Eric Emond was sitting at a table in a small room at Florian Hall in Dorchester that night eight years ago when Dan Magoon pulled out a napkin.
A bunch of Boston cops and firefighters who had served in the military, and some like Emond who were still serving, had gathered at the Boston firefighters hall on Hallet Street to kick around some ideas.
They had made it back from war, but a lot of their friends had not. There were some parents of the fallen in the group, and it got emotional and voices cracked. But there was a steely resolve in that room, too, and they made progress, with Magoon jotting down on the napkin ideas about building a memorial to those from Massachusetts lost to war since 9/11. He scribbled a prospective logo. They talked about how to raise money, selling T-shirts, holding a dinner.
At some point, Eric Emond spoke. He wasn’t as well-known as some in the room. He grew up in Fall River, had served with the Marines, later joined the Army, got his Ranger tab, then became part of the Special Forces as a Green Beret. Emond was at Florian Hall that night because he had been wounded in combat and because he had served in the 19th Special Forces Group with Greg Kelly, a Boston firefighter who was sitting at that table, too.
Emond had come to Boston to recover from a head injury he sustained when a rocket-propelled grenade exploded near him in Afghanistan. He was getting treatment at Spaulding Rehab while he and his wife, Allie, lived on Stock Street in Dorchester.
Emond wasn’t a big talker, but what he said resonated in that room. He said that whatever they did, it had to be more than putting names on a monument. They had to take care of the Gold Star families left behind. Honoring the dead wasn’t enough, he said. Serving the living had to be part of the deal.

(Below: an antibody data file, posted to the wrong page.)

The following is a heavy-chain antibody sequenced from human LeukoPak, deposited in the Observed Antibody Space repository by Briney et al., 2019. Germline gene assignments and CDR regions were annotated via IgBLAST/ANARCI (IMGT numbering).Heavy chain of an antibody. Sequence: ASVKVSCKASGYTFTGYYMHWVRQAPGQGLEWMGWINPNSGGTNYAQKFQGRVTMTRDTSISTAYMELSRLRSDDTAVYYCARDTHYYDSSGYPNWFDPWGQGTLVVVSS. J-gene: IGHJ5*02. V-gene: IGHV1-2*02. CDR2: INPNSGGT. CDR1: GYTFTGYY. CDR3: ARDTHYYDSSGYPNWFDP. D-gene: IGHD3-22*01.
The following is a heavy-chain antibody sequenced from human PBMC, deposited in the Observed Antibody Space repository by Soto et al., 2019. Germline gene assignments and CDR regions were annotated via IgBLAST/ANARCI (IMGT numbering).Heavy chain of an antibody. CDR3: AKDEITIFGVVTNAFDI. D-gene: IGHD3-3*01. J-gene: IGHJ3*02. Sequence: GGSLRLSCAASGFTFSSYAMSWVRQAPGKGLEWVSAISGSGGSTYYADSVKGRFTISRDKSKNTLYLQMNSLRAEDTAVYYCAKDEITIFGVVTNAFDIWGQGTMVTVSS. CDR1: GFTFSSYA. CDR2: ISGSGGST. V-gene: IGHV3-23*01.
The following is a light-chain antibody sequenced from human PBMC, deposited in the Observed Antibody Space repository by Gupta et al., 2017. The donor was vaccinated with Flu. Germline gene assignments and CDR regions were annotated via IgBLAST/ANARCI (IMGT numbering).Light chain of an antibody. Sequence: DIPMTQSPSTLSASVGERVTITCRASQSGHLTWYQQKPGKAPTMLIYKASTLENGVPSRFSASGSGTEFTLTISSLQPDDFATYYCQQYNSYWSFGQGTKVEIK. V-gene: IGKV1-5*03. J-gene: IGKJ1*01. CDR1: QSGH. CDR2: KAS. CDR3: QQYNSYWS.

Everybody looked around and nodded.
And with those spare, heartfelt words, Eric Emond had essentially written the mission statement for Massachusetts Fallen Heroes.
Now his name will be added to the monument in the Seaport that he helped make happen, and his family will join those needing consideration and care.
Emond, a sergeant first class with the Third Special Forces Group, was killed in action along with two other American service members on Tuesday when their vehicle was hit by an improvised explosive device in Afghanistan.
He was 39. He left three young daughters.
“I was thinking about what he said back then,” Magoon, a Boston firefighter and executive director of Mass. Fallen Heroes, was saying as he retold the story of that meeting. “The irony of it all. The tragedy of it all.”
Steve Xiarhos, the deputy police chief in Yarmouth, was sitting at his desk Thursday morning, also remembering. The pain, the actual sharp pinch he felt in his chest nine years ago when he learned his son Nick, a Marine, had been killed by a roadside bomb in Afghanistan, returned Wednesday night when he found out Eric Emond had met a similar fate.
Xiarhos was at that meeting in Florian Hall eight years ago, too. His oldest child had been killed in action only months before, and Xiarhos found himself shaking hands with a tall, lanky guy with an easy smile.